The studio promised more statues coming through DC Direct, and despite real demand for the sold out Soulfire statues, no more were planned. However, a platinum edition goes on sale today (Monday), which is limited to 200 pieces, with an included limited edition print. Aspen is in discussions with Marvel to create more statues, posters and of course more covers. Turner was reluctant to commit to action figures, though.
“Toys are a bigger challenge,” he said. “They’re usually sold through having a cartoon. Statues you can do through a collector’s market. We’ve also signed up with CAA, and we’re trying to push a lot of projects through other media. They’re working on a ‘Fathom’ video game.”
What about Ekos? “it’s behind my Marvel work,” Turner said bashfully. “I apologize to Geoff Johns again for pushing it back.”
“Done by 2053, January, guarantee it,” Steigerwald quipped.
Speaking of Steigerwald, when Turner said that Steigerwald would be doing painted work for Marvel, the man rolled his eyes and said, “I haven’t signed anything with Marvel. Next year’s my free agency, I’m gonna hold out for more money. Go play for the Raiders!”
They talked briefly about Hernandez’ new role as Editorial Director, but said he’d be continuing his sales and marketing work. “We just kept adding slashes to his title,” Steigerwald “explained.” “Receptionist, bathroom cleaner, marketing director, editorial director …”
“But bathroom cleaning is my top priority,” Hernandez nodded.
The banter was a sign of the close-knit feeling the group conveyed, even more so in a story about the entire staff going to Hawaii, ostensibly for reference work but also to enjoy time together in an enjoyable setting. Turnbull said, “I’ve done the superhero thing, at first I loved it, but then I got bored of it. [Fathom] gives me a chance to draw regular people walking around. A lot of the issues I’ve had drawing in the past, now I can work them out. I’ve always been happy with my layouts, but not my drawing. Before going to Hawaii, I had a certain understanding about how to draw water, but when I went to Hawaii, and got to dive off of 40 foot cliffs, hike up mountains, it gave me a different perspective. All the elements in ‘Fathom’ are in Hawaii.”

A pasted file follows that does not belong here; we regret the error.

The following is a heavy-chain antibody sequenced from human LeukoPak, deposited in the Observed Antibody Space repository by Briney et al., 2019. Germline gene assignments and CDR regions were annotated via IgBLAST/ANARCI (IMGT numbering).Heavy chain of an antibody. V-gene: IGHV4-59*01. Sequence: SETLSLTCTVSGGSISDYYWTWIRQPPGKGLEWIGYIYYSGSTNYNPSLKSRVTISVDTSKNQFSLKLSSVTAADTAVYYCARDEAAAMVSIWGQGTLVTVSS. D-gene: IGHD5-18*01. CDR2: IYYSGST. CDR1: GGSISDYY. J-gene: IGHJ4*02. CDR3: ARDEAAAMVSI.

Steigerwald, who grew up in Hawaii, was less enthusiastic. “I gotta play tour guide for these guys, and deal with my family. It’s a vacation for them, not for me.”
The studio’s expansion was clear in the stories of Turnbull and Gunnell, who talked about how they left their old lives behind to move to Los Angeles and be a part of Aspen. “I came in by luck,” Turnbull said. “I had a friend working at Marvel, his editor asked if he knew of artists who could draw dinosaurs. It just happened that I had a whole portfolio of dinosaurs. I came in, got the job. But I got out of comics, trying to figure out what I wanted to do. I came to Chicago three years ago, introduced myself to Peter, they looked through the work, and Frank asked me to call.” The native New Yorker said, “The rest is history … or the future!”
Gunnell had even more of a Cinderella story, with this being his first professional work to make it to market. He caught Aspen’s attention via an online contest, sent in two submission packages, and was hired for an internship. Now you’ll see his work on shelves at your retailer.
The future is bright for Aspen, with a devoted fan base and plans for creative expansion now that their creative engine has returned at full strength. In a panel reminiscent of DC’s rollicking panel at Wizard World Long Beach or most “Serenity” panels, the Aspen team really conveyed a sense of people who have fun working together.